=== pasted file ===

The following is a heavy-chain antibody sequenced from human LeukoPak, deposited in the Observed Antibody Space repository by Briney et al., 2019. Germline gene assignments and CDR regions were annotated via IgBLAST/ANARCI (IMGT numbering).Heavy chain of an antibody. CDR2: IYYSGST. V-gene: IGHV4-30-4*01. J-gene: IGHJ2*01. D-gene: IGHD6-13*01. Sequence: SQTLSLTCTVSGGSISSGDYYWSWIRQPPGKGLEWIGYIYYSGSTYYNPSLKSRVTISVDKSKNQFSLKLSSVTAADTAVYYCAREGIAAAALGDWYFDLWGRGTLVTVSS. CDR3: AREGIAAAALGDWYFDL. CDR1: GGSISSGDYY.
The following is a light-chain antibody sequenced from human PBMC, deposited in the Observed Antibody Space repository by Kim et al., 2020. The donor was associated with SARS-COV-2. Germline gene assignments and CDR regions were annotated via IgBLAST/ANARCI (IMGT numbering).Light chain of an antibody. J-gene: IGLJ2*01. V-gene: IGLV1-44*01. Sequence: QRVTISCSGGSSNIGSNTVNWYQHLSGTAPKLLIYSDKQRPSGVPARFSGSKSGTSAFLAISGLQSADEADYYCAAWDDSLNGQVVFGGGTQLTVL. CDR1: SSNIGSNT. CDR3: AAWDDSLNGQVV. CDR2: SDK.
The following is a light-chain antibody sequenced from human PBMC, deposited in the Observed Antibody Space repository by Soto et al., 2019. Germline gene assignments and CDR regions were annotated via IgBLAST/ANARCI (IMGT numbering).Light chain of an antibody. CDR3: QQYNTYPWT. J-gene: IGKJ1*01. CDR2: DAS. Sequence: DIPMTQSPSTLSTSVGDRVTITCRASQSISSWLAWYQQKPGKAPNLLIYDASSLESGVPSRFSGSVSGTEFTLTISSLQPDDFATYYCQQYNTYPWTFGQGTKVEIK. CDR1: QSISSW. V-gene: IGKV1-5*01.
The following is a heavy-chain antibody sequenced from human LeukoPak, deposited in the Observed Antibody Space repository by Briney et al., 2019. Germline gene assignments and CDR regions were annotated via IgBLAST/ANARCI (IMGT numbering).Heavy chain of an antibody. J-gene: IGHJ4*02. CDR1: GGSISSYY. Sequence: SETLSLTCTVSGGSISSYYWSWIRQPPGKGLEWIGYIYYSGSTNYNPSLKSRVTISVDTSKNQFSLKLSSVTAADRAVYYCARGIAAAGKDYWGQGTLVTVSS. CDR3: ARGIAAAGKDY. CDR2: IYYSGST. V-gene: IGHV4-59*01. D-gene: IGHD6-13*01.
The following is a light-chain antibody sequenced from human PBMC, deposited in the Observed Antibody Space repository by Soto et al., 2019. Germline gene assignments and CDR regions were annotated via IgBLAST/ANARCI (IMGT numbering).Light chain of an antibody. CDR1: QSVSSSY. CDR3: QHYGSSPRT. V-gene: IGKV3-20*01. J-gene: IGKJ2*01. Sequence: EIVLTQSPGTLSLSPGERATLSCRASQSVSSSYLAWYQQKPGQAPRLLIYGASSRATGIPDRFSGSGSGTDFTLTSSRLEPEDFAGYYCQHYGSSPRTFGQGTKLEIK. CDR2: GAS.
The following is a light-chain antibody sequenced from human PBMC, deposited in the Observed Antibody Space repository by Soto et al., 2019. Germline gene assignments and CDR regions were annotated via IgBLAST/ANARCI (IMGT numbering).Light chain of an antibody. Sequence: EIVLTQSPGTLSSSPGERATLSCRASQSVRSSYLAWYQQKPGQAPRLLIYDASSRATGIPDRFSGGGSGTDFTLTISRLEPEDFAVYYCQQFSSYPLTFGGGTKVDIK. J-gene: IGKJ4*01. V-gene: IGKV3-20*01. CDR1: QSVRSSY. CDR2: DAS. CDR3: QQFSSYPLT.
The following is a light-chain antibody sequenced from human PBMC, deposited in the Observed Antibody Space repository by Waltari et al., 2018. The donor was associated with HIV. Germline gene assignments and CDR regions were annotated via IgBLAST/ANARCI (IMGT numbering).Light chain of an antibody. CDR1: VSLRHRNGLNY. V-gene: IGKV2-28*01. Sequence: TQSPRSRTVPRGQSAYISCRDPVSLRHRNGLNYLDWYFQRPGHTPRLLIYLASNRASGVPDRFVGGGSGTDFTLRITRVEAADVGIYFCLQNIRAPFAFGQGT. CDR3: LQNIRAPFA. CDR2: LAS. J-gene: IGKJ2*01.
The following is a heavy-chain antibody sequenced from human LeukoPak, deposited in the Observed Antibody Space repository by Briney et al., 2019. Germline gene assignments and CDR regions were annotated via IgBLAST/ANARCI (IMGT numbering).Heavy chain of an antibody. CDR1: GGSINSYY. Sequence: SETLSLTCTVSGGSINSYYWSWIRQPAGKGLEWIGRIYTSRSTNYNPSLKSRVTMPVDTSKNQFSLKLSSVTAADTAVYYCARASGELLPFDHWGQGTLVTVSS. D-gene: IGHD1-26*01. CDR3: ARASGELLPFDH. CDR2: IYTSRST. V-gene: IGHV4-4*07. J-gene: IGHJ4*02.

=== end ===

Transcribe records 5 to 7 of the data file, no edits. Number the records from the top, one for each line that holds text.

The following is a light-chain antibody sequenced from human PBMC, deposited in the Observed Antibody Space repository by Soto et al., 2019. Germline gene assignments and CDR regions were annotated via IgBLAST/ANARCI (IMGT numbering).Light chain of an antibody. CDR1: QSVSSSY. CDR3: QHYGSSPRT. V-gene: IGKV3-20*01. J-gene: IGKJ2*01. Sequence: EIVLTQSPGTLSLSPGERATLSCRASQSVSSSYLAWYQQKPGQAPRLLIYGASSRATGIPDRFSGSGSGTDFTLTSSRLEPEDFAGYYCQHYGSSPRTFGQGTKLEIK. CDR2: GAS.
The following is a light-chain antibody sequenced from human PBMC, deposited in the Observed Antibody Space repository by Soto et al., 2019. Germline gene assignments and CDR regions were annotated via IgBLAST/ANARCI (IMGT numbering).Light chain of an antibody. Sequence: EIVLTQSPGTLSSSPGERATLSCRASQSVRSSYLAWYQQKPGQAPRLLIYDASSRATGIPDRFSGGGSGTDFTLTISRLEPEDFAVYYCQQFSSYPLTFGGGTKVDIK. J-gene: IGKJ4*01. V-gene: IGKV3-20*01. CDR1: QSVRSSY. CDR2: DAS. CDR3: QQFSSYPLT.
The following is a light-chain antibody sequenced from human PBMC, deposited in the Observed Antibody Space repository by Waltari et al., 2018. The donor was associated with HIV. Germline gene assignments and CDR regions were annotated via IgBLAST/ANARCI (IMGT numbering).Light chain of an antibody. CDR1: VSLRHRNGLNY. V-gene: IGKV2-28*01. Sequence: TQSPRSRTVPRGQSAYISCRDPVSLRHRNGLNYLDWYFQRPGHTPRLLIYLASNRASGVPDRFVGGGSGTDFTLRITRVEAADVGIYFCLQNIRAPFAFGQGT. CDR3: LQNIRAPFA. CDR2: LAS. J-gene: IGKJ2*01.